A Medical Device Daily
Harvard University (Cambridge, Massachusetts) reported that it has licensed its Coherent anti-Stokes Raman scattering (CARS) microscopy technology to Carl Zeiss MicroImaging (Jena, Germany) for use in the company's confocal and multi-photon microscopes. Terms of the licensing arrangement were not disclosed.
CARS microscopy allows rapid and non-perturbative imaging of biological specimens with chemical selectivity. The contrast in CARS microscopy arises from the intrinsic vibrations of molecules. Every molecule has one or more chemical bonds, the bending or stretching of which have characteristic vibrational frequencies that depend on the bond length and strength.
The technology was developed in the lab of Xiaoliang Sunney Xie, PhD, professor of chemistry and chemical siology at Harvard.
"This technology has far-reaching implications for helping advance important biomedical research," said Isaac Kohlberg, chief technology development officer, Harvard University. "Our agreement with Carl Zeiss MicroImaging is aligned with our strategy to partner with the best and most expert companies who, like us, are dedicated to excellence and quality."
Dr. Ulrich Simon, president/CEO of Carl Zeiss MicroImaging, said, "Carl Zeiss thoroughly screens for all technologies that promise to put its customers research into a leading position. Professor Xie and his group at Harvard University have pioneered CARS microscopy in a very impressive way. Licensing this technology will allow us to add another highly efficient research tool to our advanced microscopy portfolio."
To image a specimen, such as tissues or cells, CARS microscopy utilizes two highly focused laser beams at different frequencies. By setting the difference between the two laser frequencies equal to the frequency of vibration of a particular chemical bond, molecules with that bond are made to vibrate coherently. This causes the sample to emit at a new frequency (called the "anti-Stokes" frequency) from the laser focus.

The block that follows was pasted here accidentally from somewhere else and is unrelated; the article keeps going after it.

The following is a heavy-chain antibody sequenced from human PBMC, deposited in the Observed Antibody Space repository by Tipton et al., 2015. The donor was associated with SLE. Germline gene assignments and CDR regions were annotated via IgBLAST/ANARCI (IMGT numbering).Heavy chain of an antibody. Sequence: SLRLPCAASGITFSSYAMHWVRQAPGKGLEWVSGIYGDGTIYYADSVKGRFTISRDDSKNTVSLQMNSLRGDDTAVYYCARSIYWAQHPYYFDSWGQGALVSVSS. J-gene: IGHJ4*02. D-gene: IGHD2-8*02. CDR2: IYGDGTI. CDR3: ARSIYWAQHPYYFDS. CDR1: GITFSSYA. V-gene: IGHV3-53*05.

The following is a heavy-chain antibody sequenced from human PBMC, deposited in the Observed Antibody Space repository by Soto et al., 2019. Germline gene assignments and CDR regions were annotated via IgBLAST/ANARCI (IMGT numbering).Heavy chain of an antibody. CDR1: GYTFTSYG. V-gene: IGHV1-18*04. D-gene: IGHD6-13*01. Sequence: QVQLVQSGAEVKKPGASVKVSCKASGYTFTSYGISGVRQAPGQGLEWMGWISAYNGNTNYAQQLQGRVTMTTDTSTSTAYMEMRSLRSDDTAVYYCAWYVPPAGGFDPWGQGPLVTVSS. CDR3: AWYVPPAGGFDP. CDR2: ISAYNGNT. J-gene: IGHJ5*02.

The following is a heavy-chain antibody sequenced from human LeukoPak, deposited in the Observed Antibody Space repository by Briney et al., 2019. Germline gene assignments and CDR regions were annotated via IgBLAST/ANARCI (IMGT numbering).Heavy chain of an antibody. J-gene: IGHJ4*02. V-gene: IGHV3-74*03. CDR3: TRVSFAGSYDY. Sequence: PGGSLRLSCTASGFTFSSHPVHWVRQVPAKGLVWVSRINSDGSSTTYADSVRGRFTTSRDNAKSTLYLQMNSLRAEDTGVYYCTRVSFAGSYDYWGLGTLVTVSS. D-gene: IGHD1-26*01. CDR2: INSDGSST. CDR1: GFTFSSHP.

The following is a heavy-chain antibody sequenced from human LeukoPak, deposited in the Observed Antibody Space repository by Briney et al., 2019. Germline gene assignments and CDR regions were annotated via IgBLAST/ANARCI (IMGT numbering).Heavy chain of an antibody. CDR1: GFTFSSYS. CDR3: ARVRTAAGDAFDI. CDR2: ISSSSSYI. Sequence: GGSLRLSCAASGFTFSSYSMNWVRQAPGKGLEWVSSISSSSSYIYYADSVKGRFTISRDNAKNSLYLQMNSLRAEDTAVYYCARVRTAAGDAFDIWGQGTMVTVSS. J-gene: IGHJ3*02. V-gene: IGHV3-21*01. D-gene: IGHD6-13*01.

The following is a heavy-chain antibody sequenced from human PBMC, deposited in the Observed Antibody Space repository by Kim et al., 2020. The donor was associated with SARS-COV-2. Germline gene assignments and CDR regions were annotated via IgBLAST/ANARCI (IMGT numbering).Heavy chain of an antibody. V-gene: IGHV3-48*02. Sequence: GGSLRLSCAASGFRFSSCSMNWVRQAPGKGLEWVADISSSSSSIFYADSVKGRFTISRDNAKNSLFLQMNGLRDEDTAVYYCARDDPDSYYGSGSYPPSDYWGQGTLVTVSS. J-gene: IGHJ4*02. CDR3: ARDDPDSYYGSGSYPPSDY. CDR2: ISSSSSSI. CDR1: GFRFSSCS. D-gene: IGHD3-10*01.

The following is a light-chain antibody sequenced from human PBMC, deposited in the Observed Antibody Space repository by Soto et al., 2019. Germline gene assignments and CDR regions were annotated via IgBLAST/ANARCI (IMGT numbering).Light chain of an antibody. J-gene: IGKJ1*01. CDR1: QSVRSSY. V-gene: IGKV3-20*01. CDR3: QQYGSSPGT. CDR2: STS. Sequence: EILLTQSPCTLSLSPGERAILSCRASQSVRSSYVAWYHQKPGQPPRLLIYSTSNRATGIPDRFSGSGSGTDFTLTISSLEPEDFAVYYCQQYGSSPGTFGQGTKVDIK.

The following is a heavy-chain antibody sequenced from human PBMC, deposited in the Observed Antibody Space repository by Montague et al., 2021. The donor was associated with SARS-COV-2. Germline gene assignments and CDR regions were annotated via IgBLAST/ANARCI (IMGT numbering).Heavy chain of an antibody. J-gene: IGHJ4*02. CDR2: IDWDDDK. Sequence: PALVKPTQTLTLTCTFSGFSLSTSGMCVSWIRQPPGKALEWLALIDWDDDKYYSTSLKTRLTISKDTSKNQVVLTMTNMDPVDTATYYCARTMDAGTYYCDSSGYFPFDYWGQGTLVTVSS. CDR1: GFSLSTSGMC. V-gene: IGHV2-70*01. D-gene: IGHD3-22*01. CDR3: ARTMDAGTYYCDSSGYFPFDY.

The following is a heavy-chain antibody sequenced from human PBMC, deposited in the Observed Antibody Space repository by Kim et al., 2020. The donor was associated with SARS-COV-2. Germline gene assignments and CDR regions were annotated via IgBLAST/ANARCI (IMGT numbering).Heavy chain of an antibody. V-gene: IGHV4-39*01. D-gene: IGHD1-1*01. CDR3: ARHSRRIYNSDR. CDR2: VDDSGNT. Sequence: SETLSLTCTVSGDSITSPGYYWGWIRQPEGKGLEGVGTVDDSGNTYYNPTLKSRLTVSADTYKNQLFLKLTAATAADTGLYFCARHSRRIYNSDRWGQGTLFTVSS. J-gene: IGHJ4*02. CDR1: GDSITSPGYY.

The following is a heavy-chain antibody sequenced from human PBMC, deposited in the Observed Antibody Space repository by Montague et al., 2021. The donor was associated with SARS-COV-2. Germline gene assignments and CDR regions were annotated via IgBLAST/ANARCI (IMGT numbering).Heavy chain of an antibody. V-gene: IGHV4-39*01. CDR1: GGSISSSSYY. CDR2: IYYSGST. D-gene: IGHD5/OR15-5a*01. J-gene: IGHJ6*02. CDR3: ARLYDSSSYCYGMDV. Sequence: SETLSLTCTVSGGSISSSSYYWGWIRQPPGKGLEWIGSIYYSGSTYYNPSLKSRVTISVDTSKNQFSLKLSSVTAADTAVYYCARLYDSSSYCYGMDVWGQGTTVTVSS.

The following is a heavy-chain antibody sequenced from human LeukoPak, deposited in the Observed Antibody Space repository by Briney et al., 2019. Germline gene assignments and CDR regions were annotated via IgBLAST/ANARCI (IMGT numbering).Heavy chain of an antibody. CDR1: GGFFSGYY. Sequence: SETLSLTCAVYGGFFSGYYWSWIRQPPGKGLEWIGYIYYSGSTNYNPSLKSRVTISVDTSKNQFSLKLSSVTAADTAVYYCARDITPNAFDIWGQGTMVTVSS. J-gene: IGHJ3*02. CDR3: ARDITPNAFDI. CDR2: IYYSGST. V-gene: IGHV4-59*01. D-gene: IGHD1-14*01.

An image is created by scanning the beams over the sample and detecting the intensity of the emitted anti-Stokes light at each position. In this way, one can map the concentration of the molecule of interest (e.g. lipid) throughout the tissue, or within a cell with 300nm lateral resolution.
By using excitation lasers at near-infrared wavelengths, which can penetrate deep into tissue, CARS microscopy can reach a depth of nearly 0.3 mm below the surface. Efforts are underway to extend CARS microscopy for not only cell biology applications, but also disease diagnostics and real-time surgical guidance.
Carl Zeiss MicroImaging, a subsidiary of the Carl Zeiss Group, offers microscopy solutions and systems for research, laboratories, routine and industrial applications, as well as spectral sensors for the analysis market.
In other deals activity: Universal Hospital Services (UHS; Edina, Minnesota) reported the pricing of a previously disclosed private offering by UHS Merger Sub, of $460 million of senior secured notes, consisting of $230 million aggregate principal amount of second lien senior secured floating rate notes, due 2015, and $230 million aggregate principal amount of second lien senior secured PIK toggle notes, due 2015.
The notes will be issued by UHS Merger Sub, a subsidiary of UHS Holdco, as part of the financing that will be used to consummate the acquisition of UHS by Holdco, an affiliate of Bear Stearns Merchant Banking.
The sale of the notes and the acquisition are expected to close on May 31, subject to certain closing conditions.
UHS is a medical equipment lifecycle services company.